Forming a ‘powerhouse’ Haven House, New Hope to merge, expand family services
By Matthew Stewart | (firstname.lastname@example.org)
Two Blount County agencies have united their families to better serve the community’s families.
In separate meetings earlier this week, Haven House’s and New Hope — Blount County Children’s Advocacy Center’s boards approved a joint resolution to form a transition team to begin the process of merging and setting up a new agency that will begin unified operations in January.
The merged agency will serve as one of several nonprofits in the state focused on all forms of domestic violence and child abuse, prevention, advocacy, treatment, safe shelter, and victims’ services.
Both agencies will continue providing normal services. The transition team will begin work immediately to develop and execute operational, financial and outreach plans to complete the merger as seamlessly as possible.
Both boards will review and vote on the new agency’s charter and bylaws, said Valerie Day, Haven House’s chief executive officer. A new brand and logo is expected by early November.
The nonprofits, which are Blount County’s only agencies to work with crime victims, have a combined 40 years of experience. Haven House has operated for 30 years, and New Hope — Blount County Children’s Advocacy Center has operated for 10 years.
The two nonprofits have worked together for many years, Day said. “Our missions are closely aligned. We (Day and Trudy Hughes, former New Hope — Blount County Children’s Advocacy Center executive director) always used to throw out the possibility of merging.”
After Hughes resigned in July to take a new position with the East Tennessee Foundation in Knoxville, each organization began to revisit the idea of a merger. Board members met informally to discuss the proposal before reaching to their stakeholders, including elected officials, judicial officials, and law enforcement.
“We received all positive comments,” Day said. “No one had any reservations, because it makes sense for this community. We’re financially stable nonprofits that were born and bred in Blount County. We’re very community focused, and we have similar missions.”
Blount County Mayor Ed Mitchell praised the merger. “The whole concept is great, and they’re very fortunate to have someone who can step into both roles and not miss a beat. Valerie can handle the additional responsibilities and tasks required of her.”
He further praised the boards’ desire to do more with less resources. “They’re going to cut costs and funnel more resources into helping victims. It’s a win-win for all of Blount County.”SClB“The merger of these two very valuable resources is very beneficial to law enforcement,” said Blount County Sheriff James Berrong. “Oftentimes, domestic violence goes hand-in-hand with child abuse. Having both resources under one umbrella will make it a lot easier for us to help our victims. It is an efficiency of services, and both agencies can assist the other, the victims, and law enforcement a lot easier.”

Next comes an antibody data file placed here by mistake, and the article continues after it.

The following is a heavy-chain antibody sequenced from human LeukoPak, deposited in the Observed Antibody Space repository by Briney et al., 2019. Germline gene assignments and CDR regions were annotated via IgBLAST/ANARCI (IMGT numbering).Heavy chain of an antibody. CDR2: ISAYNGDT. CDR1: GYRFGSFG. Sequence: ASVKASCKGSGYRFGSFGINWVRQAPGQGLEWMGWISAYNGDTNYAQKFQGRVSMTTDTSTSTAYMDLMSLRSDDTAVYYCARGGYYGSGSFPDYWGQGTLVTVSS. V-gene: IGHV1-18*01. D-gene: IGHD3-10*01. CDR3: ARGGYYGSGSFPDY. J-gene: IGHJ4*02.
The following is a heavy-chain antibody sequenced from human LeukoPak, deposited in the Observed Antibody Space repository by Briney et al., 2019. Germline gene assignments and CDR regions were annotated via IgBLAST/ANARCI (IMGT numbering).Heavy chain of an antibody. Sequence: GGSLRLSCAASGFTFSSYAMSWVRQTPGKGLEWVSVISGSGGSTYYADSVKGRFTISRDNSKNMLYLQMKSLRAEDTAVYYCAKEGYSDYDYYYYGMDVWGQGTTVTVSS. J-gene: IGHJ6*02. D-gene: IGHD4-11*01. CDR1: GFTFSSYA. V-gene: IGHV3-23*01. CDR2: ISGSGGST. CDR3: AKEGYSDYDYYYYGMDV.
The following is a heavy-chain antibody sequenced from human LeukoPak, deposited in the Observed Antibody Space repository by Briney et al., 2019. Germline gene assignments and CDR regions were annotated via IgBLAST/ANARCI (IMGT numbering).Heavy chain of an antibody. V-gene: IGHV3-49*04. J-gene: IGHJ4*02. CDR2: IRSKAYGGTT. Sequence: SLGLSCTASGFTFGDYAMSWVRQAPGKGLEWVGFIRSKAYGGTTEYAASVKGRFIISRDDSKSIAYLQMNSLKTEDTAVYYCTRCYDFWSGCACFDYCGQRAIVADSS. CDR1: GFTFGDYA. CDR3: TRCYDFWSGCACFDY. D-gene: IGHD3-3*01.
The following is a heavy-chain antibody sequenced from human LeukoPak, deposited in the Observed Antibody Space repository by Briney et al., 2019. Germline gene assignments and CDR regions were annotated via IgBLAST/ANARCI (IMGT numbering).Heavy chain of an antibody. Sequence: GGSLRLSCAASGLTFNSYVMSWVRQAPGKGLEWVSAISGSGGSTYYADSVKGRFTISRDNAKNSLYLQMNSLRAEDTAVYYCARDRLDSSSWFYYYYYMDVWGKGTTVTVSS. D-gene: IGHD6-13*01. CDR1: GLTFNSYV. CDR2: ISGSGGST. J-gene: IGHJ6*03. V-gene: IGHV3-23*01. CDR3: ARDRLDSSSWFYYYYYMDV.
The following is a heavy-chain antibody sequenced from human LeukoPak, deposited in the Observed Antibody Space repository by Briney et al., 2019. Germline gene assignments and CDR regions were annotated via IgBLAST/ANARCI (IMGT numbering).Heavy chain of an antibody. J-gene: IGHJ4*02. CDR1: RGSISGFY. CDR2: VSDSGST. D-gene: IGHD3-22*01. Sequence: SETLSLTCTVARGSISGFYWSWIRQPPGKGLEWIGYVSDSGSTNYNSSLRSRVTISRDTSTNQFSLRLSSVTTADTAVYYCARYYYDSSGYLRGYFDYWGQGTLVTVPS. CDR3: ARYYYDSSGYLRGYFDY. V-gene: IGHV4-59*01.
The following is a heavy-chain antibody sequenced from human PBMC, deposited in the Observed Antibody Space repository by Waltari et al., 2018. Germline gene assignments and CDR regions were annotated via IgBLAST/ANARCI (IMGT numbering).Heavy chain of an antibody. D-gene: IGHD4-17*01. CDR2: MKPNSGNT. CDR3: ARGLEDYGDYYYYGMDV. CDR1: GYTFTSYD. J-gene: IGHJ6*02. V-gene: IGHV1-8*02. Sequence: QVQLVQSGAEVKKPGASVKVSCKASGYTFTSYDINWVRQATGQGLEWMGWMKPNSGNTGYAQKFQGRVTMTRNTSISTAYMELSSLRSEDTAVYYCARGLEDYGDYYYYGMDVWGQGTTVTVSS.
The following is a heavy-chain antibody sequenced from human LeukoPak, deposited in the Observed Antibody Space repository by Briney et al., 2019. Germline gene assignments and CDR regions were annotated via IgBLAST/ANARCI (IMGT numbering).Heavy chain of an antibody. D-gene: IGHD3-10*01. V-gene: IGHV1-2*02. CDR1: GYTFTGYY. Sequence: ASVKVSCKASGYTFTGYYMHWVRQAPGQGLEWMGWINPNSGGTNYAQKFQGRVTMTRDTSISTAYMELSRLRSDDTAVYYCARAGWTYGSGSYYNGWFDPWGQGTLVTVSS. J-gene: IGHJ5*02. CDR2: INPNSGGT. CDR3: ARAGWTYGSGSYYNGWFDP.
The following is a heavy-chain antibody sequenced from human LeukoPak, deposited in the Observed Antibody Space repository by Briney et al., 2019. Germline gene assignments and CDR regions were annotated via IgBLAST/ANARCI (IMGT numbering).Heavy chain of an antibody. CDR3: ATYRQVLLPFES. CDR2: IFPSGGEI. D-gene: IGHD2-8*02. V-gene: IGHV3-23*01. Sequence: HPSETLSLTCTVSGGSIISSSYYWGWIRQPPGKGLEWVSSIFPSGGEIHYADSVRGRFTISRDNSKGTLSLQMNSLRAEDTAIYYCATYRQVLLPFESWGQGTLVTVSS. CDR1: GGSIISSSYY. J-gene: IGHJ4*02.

Many community resources are scattered, and the new nonprofit will be able to use its staff’s experience, skills and training to better serve its clients, Day said. “As a result of this collaboration, we’ll be able to streamline costs and realize savings.”
The savings will result in expanded programs and services, she said. “Victims of child abuse and domestic violence are typically less served and fall through the cracks. After this merger, we’ll be able to take a holistic approach to the family. We’ll be able to serve them, top to bottom.”
The transition team will identify service gaps and outline ways to fill them, Day said. “It’s not a new model having these services under the same umbrella. Haven House worked with children who had been exposed to family violence. We offered a direct line to getting them the services that they needed. New Hope worked with children whose parents had been exposed to domestic violence. They offered a direct line to us. People will have a more seamless experience now.”
The new agency will be a powerhouse, Day said. “We can be a force for the kind of change that our community needs. We don’t want to tolerate family violence. We’re already looking at prevention and education pieces, which we haven’t been able to do due to money. We’ll have more awareness opportunities, and we have to talk about these issues if we’re going to address them.”
One out of three Blount County families experience domestic violence, according to Haven House data. The Blount County E-911 Communications Center received 3,147 calls related to domestic violence last year. The number translates to nearly nine calls per day.
“We’re all connected,” Day said. “When I see things happen down the road from me, it affects me. When you see things happen down your road, it affects you. We’ve been given a wonderful opportunity to serve our families.”
She wanted to publicly thank both boards for having the “courage and tenacity to put together the merger. It’s exciting to be part of a group with such vision. I applaud them.”
Day later thanked the Blount County community. “We’re the community’s agencies. We live and work here. Our volunteers are from here. Without the community’s support, we wouldn’t even have this opportunity.”